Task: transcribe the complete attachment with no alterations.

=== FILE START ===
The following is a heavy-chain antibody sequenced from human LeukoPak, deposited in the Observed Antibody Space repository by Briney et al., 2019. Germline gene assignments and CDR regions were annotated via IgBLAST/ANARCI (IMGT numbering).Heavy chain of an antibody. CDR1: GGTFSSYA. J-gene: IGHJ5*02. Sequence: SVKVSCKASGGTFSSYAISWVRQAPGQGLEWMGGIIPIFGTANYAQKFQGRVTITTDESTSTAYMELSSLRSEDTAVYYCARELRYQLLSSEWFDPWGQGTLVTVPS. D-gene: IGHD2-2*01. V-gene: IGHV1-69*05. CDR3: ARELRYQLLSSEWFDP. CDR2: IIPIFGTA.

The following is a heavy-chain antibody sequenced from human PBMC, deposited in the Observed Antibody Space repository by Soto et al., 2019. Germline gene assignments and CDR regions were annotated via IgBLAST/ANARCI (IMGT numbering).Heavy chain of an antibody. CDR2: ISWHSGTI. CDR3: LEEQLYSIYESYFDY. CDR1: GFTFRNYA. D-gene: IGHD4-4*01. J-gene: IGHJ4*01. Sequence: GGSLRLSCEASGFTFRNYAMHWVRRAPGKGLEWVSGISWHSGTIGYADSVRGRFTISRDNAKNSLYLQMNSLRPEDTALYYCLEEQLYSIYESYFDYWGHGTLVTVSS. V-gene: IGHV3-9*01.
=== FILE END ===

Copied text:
The following is a heavy-chain antibody sequenced from human LeukoPak, deposited in the Observed Antibody Space repository by Briney et al., 2019. Germline gene assignments and CDR regions were annotated via IgBLAST/ANARCI (IMGT numbering).Heavy chain of an antibody. CDR1: GGTFSSYA. J-gene: IGHJ5*02. Sequence: SVKVSCKASGGTFSSYAISWVRQAPGQGLEWMGGIIPIFGTANYAQKFQGRVTITTDESTSTAYMELSSLRSEDTAVYYCARELRYQLLSSEWFDPWGQGTLVTVPS. D-gene: IGHD2-2*01. V-gene: IGHV1-69*05. CDR3: ARELRYQLLSSEWFDP. CDR2: IIPIFGTA.

The following is a heavy-chain antibody sequenced from human PBMC, deposited in the Observed Antibody Space repository by Soto et al., 2019. Germline gene assignments and CDR regions were annotated via IgBLAST/ANARCI (IMGT numbering).Heavy chain of an antibody. CDR2: ISWHSGTI. CDR3: LEEQLYSIYESYFDY. CDR1: GFTFRNYA. D-gene: IGHD4-4*01. J-gene: IGHJ4*01. Sequence: GGSLRLSCEASGFTFRNYAMHWVRRAPGKGLEWVSGISWHSGTIGYADSVRGRFTISRDNAKNSLYLQMNSLRPEDTALYYCLEEQLYSIYESYFDYWGHGTLVTVSS. V-gene: IGHV3-9*01.